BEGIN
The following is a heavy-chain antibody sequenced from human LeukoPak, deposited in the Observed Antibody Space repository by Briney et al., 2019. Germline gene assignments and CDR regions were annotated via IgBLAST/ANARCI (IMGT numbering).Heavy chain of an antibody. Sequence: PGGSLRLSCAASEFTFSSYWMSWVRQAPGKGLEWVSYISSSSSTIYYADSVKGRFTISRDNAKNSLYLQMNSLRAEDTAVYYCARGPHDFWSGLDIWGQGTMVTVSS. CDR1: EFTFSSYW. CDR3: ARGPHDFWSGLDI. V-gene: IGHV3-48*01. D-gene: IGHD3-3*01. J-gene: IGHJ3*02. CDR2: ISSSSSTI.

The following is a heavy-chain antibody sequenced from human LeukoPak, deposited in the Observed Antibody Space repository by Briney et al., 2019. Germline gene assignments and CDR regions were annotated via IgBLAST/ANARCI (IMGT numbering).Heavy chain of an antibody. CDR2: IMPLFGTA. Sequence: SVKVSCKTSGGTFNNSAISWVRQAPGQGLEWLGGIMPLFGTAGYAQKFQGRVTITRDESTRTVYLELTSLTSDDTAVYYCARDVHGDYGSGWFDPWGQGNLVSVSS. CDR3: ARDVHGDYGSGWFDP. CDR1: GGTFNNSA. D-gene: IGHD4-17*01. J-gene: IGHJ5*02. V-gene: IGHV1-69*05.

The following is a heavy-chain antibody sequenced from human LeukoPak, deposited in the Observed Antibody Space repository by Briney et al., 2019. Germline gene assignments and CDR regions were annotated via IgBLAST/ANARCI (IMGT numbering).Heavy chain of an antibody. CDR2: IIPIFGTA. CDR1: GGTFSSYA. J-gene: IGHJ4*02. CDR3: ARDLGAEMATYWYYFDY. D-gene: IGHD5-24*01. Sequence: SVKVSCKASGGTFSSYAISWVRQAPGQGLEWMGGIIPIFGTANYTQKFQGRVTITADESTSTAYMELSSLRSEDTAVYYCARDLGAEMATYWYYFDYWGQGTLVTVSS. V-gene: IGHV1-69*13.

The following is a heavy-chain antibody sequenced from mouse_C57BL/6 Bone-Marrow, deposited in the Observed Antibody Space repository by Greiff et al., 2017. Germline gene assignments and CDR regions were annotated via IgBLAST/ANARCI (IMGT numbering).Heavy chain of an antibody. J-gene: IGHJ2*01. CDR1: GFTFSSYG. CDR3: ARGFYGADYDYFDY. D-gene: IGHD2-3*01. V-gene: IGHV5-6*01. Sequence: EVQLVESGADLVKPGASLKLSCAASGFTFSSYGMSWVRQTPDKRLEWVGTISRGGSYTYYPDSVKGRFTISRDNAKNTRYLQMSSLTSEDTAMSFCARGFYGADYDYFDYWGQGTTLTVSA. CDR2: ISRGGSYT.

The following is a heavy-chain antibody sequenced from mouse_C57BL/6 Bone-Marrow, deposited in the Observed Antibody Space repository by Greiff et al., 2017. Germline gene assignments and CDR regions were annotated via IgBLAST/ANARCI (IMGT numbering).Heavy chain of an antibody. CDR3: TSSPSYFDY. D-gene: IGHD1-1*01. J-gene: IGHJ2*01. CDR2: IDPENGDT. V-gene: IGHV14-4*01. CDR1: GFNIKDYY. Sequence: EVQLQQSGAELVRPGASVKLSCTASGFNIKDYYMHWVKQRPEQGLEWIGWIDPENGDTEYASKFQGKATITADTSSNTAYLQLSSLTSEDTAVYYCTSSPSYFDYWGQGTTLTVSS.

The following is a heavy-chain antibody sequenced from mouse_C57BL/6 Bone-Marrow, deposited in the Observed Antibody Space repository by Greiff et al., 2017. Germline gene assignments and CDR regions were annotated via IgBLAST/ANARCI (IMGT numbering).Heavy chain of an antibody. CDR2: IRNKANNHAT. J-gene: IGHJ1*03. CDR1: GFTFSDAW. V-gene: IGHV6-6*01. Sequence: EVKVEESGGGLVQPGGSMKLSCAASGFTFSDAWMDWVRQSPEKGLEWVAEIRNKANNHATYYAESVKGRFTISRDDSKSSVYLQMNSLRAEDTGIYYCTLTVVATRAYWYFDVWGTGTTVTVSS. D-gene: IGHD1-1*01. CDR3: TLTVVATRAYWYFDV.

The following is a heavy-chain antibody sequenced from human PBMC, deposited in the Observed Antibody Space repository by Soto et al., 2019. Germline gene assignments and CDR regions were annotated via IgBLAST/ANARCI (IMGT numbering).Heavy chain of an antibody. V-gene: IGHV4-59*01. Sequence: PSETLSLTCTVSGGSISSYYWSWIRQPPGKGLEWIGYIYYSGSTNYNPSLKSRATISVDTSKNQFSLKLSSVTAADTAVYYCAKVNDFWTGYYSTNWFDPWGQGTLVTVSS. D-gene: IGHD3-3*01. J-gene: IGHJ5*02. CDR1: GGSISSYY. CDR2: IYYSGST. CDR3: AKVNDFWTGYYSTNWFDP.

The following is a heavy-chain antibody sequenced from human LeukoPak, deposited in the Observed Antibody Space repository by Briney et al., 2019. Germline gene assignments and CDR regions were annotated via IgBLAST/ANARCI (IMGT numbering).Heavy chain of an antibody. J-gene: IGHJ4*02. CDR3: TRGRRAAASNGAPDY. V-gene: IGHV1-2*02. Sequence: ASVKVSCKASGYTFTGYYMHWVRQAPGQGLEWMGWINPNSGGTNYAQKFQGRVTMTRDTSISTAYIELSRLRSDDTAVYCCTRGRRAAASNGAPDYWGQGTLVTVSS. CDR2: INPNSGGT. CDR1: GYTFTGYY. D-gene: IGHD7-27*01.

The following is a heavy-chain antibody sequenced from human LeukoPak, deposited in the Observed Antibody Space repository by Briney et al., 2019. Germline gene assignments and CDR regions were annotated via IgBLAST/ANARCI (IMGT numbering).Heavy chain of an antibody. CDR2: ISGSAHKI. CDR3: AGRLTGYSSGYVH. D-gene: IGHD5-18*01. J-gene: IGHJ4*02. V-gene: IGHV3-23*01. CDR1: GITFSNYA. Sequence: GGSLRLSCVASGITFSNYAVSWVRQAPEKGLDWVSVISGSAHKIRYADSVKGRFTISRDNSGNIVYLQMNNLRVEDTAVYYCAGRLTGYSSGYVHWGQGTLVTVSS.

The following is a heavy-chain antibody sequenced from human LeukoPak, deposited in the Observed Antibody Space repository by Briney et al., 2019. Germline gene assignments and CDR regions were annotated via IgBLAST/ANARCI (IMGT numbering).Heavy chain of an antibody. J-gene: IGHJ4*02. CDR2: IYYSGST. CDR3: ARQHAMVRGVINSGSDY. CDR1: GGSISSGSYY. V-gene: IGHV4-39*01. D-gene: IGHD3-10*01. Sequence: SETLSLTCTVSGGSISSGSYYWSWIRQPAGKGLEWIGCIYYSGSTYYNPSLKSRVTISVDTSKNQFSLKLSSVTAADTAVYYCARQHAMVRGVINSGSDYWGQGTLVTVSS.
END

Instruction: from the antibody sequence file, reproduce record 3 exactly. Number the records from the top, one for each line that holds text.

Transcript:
The following is a heavy-chain antibody sequenced from human LeukoPak, deposited in the Observed Antibody Space repository by Briney et al., 2019. Germline gene assignments and CDR regions were annotated via IgBLAST/ANARCI (IMGT numbering).Heavy chain of an antibody. CDR2: IIPIFGTA. CDR1: GGTFSSYA. J-gene: IGHJ4*02. CDR3: ARDLGAEMATYWYYFDY. D-gene: IGHD5-24*01. Sequence: SVKVSCKASGGTFSSYAISWVRQAPGQGLEWMGGIIPIFGTANYTQKFQGRVTITADESTSTAYMELSSLRSEDTAVYYCARDLGAEMATYWYYFDYWGQGTLVTVSS. V-gene: IGHV1-69*13.